This year has already been a momentous one for Senegal. In early February, President Macky Sall took over the Chairmanship of the African Union. The next day, Senegal’s soccer team clinched a rousing victory in the African Cup of Nations, leading Sall to return from the African Union Summit early and invite opposition leaders to the airport’s VIP Lounge for the team’s homecoming. The celebration came the week after Senegal’s successful local elections, originally scheduled for 2019 but delayed twice. Viewed as a barometer for the July 2022 parliamentary race and the 2024 presidential contest, the local elections resulted in several key opposition wins, including the mayorships of the capital city, Dakar, and of regional hubs like Thiès and Ziguinchor. But the elections matter beyond their results alone. They also feed into the major rule of law issues that Senegal is currently grappling with, from youth inclusion in politics to judicial independence.
While reputed as a bastion of democracy, tolerance, and grassroots civic engagement in Africa, Senegal is weathering rising political tensions concerning the treatment of opposition figures on the streets and in the justice system. These tensions contributed to popular protests in 2021 and have intensified as politicians, analysts, and the press debate whether President Sall will attempt an illegal third-term run that he promised not to seek in 2017, but has been more agnostic about recently.
Cast in this light, Senegal’s January elections were an important milestone. Given the recent spate of military coups in Africa, Senegal’s peaceful holding of competitive elections is a bright spot for democratic and civilian politics. However, the election dynamics also demonstrate why it is important for Senegal to strengthen rule of law and governance in between elections. Doing so could fortify Senegal’s long tradition of competitive politics and make it work better for citizens.
The Local Results
Senegal held elections for departmental, municipal, and city councils on January 23, 2022. Opposition figures won several key positions, and two of these victors are notable prospective contenders in the 2024 presidential race. One is the new mayor of Dakar, Barthelemy Dias, a rising star in the breakaway faction of the Socialist Party led by past presidential hopeful and ex-mayor, Khalifa Sall. Another is the new mayor of Ziguinchor, Ousmane Sonko, a former bureaucrat turned anti-corruption whistleblower whose party, Patriots of Senegal for Work, Ethics, and Fraternity, has built momentum particularly among urban youth. These strands of opposition ran their candidates together as the “Yewwi Askan wi” (Liberate the People) coalition. They faced off against the ruling “Benno Bokk Yakaar” (United in Hope) coalition, which also scored significant victories. The “Wallu Senegal” (Save Senegal) coalition, led by the Senegalese Democratic Party (PDS), which ruled from 2000 to 2012 and leads the parliamentary opposition, had a less successful showing.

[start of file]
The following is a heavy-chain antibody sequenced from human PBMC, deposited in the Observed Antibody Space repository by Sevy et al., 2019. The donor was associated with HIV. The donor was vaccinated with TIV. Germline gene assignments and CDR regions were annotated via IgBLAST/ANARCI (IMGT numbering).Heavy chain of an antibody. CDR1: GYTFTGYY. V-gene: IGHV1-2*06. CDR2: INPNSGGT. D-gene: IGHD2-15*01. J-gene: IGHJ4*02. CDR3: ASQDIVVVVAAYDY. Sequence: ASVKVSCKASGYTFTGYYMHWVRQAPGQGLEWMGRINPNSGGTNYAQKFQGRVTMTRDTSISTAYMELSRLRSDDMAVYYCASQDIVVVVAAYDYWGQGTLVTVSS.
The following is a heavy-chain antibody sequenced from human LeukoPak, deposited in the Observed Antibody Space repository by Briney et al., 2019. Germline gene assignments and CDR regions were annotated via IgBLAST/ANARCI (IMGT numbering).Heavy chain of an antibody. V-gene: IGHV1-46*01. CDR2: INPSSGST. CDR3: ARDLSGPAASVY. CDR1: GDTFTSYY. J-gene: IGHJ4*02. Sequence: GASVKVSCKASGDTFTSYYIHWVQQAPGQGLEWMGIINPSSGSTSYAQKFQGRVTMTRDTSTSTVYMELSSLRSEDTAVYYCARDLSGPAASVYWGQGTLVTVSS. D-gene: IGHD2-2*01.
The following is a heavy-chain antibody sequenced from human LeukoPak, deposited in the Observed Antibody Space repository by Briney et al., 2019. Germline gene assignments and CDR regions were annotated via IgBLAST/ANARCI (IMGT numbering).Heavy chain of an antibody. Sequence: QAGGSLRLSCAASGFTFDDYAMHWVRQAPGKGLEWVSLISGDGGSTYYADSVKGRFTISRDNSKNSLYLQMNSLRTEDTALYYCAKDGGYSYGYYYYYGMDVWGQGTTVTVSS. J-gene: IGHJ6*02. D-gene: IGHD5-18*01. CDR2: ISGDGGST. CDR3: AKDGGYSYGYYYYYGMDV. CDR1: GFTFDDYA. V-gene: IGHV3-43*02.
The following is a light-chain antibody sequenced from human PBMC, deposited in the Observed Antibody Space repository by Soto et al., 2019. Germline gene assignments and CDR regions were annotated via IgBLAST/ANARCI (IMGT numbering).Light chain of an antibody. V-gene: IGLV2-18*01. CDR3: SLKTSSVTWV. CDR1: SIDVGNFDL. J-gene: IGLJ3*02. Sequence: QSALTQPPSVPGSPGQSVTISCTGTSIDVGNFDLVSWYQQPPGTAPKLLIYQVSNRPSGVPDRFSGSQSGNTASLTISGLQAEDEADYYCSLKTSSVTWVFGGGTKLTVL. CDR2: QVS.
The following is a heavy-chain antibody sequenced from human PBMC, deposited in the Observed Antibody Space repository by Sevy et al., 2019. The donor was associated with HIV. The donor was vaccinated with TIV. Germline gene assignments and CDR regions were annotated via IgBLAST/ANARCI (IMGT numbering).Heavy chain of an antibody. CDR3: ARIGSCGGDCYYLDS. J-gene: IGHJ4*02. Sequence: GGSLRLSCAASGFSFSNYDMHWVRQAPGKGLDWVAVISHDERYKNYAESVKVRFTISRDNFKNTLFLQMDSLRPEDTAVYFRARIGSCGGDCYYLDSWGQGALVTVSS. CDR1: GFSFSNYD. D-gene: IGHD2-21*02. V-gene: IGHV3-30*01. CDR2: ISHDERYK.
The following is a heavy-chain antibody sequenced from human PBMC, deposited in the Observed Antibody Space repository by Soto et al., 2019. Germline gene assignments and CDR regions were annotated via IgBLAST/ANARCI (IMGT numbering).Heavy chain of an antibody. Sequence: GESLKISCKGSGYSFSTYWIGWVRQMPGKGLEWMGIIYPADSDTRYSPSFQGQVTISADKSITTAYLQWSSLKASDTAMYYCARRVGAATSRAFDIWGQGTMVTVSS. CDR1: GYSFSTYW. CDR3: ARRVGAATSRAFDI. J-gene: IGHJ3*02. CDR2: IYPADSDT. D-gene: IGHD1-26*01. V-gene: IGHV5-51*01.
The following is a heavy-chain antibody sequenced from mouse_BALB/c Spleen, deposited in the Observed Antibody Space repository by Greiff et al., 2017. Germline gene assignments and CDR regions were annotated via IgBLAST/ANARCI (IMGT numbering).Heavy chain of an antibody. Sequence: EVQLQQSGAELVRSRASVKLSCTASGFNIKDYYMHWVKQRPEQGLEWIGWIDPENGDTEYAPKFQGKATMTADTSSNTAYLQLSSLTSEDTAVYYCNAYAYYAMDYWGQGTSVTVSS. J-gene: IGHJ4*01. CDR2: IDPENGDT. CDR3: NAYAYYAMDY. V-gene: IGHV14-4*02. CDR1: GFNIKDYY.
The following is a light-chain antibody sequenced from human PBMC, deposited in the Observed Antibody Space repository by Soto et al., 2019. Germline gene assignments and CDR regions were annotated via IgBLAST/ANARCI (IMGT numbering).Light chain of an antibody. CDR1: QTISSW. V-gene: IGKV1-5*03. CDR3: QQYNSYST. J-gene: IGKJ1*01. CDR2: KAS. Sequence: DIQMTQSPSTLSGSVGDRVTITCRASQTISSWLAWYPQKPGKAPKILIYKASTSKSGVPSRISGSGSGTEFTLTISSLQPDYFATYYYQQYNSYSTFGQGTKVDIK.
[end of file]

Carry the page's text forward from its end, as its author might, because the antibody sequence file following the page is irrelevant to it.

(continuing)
The strong opposition performance is significant not only for what it portends for future races, but also because the Sall administration’s use of the law and courts against opposition leaders—many of whom are relatively young—affects the rule of law and governance in Senegal between elections.
Youth in Politics
As the victories of Dias and Sonko demonstrate, a new generation is gaining political representation in positions with upward mobility. This trend raises questions about young activists’ relationships with security officials, as well as with politicians and political parties.
Dias entered politics two decades ago and became a youth leader within Senegal’s Socialist Party. More recently, young supporters mobilized around Dias as he answered judicial convocations about murder charges from a deadly confrontation in 2011 with ruling party affiliates (to which he pleaded not guilty). In November 2021, as he won his coalition’s nomination for mayor, Dias was arrested and briefly detained along with Sonko on the way back from a court summons, sparking violence between opposition supporters and security forces. The events illustrate how youth political activities can create challenges for security officials in adhering to the rule of law as they manage crowds and popular assemblies during periods of intense political rivalry.
Sonko’s election as mayor of Ziguinchor is another example of the new generation’s influence. The forty-seven year old, who began his public service career as a tax inspector and as a whistleblower on corruption, has quickly garnered a popular following. He is widely considered to be one of President Sall’s major rivals in the 2024 presidential race. Employing bold rhetoric about fighting corruption and abolishing the CFA franc, Sonko took third in the 2019 presidential election, commanding 15 percent of the vote. Generally, his following taps into a critical mass of youth concerned about inclusive governance and who have been disillusioned with the country’s longer-standing political parties. The peaceful and constructive engagement of youth in politics will require going beyond merely law enforcement; it will also necessitate empowering youth to exercise their rights and participate in public policymaking and government oversight.